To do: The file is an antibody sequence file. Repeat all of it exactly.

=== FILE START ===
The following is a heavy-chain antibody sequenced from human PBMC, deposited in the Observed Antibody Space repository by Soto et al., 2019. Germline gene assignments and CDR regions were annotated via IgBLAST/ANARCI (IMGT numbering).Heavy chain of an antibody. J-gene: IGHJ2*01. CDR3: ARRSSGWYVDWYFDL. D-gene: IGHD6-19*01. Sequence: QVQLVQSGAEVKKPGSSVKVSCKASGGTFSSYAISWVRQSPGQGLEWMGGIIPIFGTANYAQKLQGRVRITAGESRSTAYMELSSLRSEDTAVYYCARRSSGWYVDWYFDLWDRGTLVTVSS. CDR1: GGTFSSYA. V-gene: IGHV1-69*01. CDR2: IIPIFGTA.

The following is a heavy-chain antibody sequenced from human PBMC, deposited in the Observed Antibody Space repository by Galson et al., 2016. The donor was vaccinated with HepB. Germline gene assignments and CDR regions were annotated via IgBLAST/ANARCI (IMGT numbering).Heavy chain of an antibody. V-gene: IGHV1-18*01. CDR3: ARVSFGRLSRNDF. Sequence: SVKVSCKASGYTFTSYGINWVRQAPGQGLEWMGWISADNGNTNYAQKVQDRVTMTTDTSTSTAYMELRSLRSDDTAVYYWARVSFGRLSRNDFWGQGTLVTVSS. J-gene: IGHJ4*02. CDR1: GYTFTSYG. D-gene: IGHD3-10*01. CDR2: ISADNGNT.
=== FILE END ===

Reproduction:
The following is a heavy-chain antibody sequenced from human PBMC, deposited in the Observed Antibody Space repository by Soto et al., 2019. Germline gene assignments and CDR regions were annotated via IgBLAST/ANARCI (IMGT numbering).Heavy chain of an antibody. J-gene: IGHJ2*01. CDR3: ARRSSGWYVDWYFDL. D-gene: IGHD6-19*01. Sequence: QVQLVQSGAEVKKPGSSVKVSCKASGGTFSSYAISWVRQSPGQGLEWMGGIIPIFGTANYAQKLQGRVRITAGESRSTAYMELSSLRSEDTAVYYCARRSSGWYVDWYFDLWDRGTLVTVSS. CDR1: GGTFSSYA. V-gene: IGHV1-69*01. CDR2: IIPIFGTA.

The following is a heavy-chain antibody sequenced from human PBMC, deposited in the Observed Antibody Space repository by Galson et al., 2016. The donor was vaccinated with HepB. Germline gene assignments and CDR regions were annotated via IgBLAST/ANARCI (IMGT numbering).Heavy chain of an antibody. V-gene: IGHV1-18*01. CDR3: ARVSFGRLSRNDF. Sequence: SVKVSCKASGYTFTSYGINWVRQAPGQGLEWMGWISADNGNTNYAQKVQDRVTMTTDTSTSTAYMELRSLRSDDTAVYYWARVSFGRLSRNDFWGQGTLVTVSS. J-gene: IGHJ4*02. CDR1: GYTFTSYG. D-gene: IGHD3-10*01. CDR2: ISADNGNT.